burlesqueandcabaret

From Burlesque Queen to Strip Club Star: What Happened to the Tease?

October 27, 2015

From Burlesque Queen to Strip Club Star: What Happened to the Tease?

Having devoted our last few blogs to unveiling some of the lesser-known stars of the burlesque stage in our ‘Forgotten Innovators’ series, it seemed fitting with our historical journey to continue on through the years with burlesque and see what happened as the tease was increasingly forsaken in favour of the strip. There are many debates in contemporary burlesque regarding the difference between burlesque and stripping, but nobody can argue that the two are intrinsically linked. Burlesque was the historical precursor to club stripping.

Bye-Bye Broadway
By the 1950s, burlesque was but a shadow of a memory on the Broadway stage, having found its new home on the nightclub stages and on the road at carnivals and fairs. In New York City, there still existed a handful of burlesque houses but their numbers were on the decline. However, burlesque in nightclubs was a booming industry and the number of performers was on the rise. One might think this a good thing, but in reality, some historians have argued that this deluge of new acts was one of the primary reasons burlesque fell from its former glory. Rachel Glasscock, author of ‘Striptease: From Gaslight to Spotlight’, argues that the talent pool within the scene became diluted, and that performers with no notable skills began to populate the stages.

In the 1980s, strip clubs such as the 'Seventh Veil' in Hollywood were packed with strippers and pole dancers. Ecydisiasts still worked the stages but burlesque was, for the time being, gone.

In the 1980s, strip clubs such as the ‘Seventh Veil’ in Hollywood were packed with strippers and pole dancers. Ecydisiasts still worked the stages but burlesque was, for the time being, gone.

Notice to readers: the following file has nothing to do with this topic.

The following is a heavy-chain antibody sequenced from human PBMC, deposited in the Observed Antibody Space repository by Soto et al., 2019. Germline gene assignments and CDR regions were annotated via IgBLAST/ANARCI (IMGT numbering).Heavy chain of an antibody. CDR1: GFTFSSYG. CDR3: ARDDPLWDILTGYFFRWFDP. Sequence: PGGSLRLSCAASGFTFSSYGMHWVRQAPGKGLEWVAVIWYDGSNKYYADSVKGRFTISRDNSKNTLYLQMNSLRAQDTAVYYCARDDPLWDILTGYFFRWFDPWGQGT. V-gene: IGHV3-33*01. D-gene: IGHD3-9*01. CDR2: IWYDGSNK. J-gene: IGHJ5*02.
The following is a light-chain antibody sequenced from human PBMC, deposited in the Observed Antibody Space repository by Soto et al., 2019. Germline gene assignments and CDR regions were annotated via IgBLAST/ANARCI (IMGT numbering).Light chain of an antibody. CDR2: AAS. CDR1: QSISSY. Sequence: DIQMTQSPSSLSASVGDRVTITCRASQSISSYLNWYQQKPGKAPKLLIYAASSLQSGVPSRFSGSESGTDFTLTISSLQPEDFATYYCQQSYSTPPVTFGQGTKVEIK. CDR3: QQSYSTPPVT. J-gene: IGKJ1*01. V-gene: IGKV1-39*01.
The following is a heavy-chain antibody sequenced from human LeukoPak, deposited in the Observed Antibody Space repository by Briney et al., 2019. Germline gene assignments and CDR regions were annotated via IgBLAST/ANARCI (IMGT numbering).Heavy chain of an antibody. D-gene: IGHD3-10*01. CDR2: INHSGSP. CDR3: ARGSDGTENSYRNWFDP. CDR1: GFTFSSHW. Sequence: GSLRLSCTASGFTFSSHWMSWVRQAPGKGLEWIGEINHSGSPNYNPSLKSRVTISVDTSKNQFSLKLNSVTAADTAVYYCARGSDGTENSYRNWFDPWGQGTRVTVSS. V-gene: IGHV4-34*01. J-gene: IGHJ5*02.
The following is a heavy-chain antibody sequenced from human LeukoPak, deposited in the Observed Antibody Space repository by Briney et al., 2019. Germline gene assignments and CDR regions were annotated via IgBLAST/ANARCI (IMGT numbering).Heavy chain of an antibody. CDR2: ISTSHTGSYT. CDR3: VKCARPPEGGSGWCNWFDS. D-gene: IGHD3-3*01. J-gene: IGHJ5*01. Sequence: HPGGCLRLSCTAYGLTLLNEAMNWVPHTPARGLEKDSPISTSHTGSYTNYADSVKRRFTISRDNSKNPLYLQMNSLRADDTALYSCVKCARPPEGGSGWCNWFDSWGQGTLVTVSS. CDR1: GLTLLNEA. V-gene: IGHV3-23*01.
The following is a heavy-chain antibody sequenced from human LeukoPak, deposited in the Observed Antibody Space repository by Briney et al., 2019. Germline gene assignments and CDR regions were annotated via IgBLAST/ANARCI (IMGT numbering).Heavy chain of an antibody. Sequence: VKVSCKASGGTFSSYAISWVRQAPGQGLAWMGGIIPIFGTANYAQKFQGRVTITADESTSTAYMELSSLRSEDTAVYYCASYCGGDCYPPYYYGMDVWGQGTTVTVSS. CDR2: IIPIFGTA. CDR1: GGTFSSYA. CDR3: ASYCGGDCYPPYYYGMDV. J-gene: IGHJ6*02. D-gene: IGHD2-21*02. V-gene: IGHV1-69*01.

The big props and exciting gimmicks of yesteryear were abandoned as performers began to focus more and more on the strip element of the show.
The shows in the nightclubs were a far cry from the glamour of the Broadway days; instead of being set on the pedestal of the vast stages of grand theatres, the performers found themselves on much smaller stages and often only inches from their audience. No longer were burlesque performers untouchable, iconic goddesses, beautiful and out of reach of the common people, instead they were suddenly right there. It could be argued that some of the allure and magic faded, due to this simple change in staging and atmosphere.

We don’t need stars… we need girls, girls, girls
As performers struggled to outdo one-another with more exciting props and gimmicks, they struggled too, to find their footing on the ladder of fame and the coveted crown of ‘burlesque queen’ became a nostalgic memory. As topless go-go dancing took hold, the pasties came off and pretty soon the panties were cast aside too. After all, who wants the tease when they can see it all?
As the 1960s and 1970s led into the 1980s, the iconic image of the ‘All-American stripper girl’ became the face of ecdysiastic art of the time and it was all about the high-waisted thongs and fishnet stockings.
Burlesque, meanwhile, was but a rose-tinted memory for those who were there at the time. Some performers retired and moved onto other work, some made their way into the world of strip clubs.
However, burlesque may have been long gone from the stages and all but forgotten except by a select few, but nobody could predict how the art-form would make a return in the 1990s and 2000s and become the worldwide phenomenon that it is today.

If you’ve enjoyed this little snippet of burlesque history, why not check out some of our other blogs in our History section?

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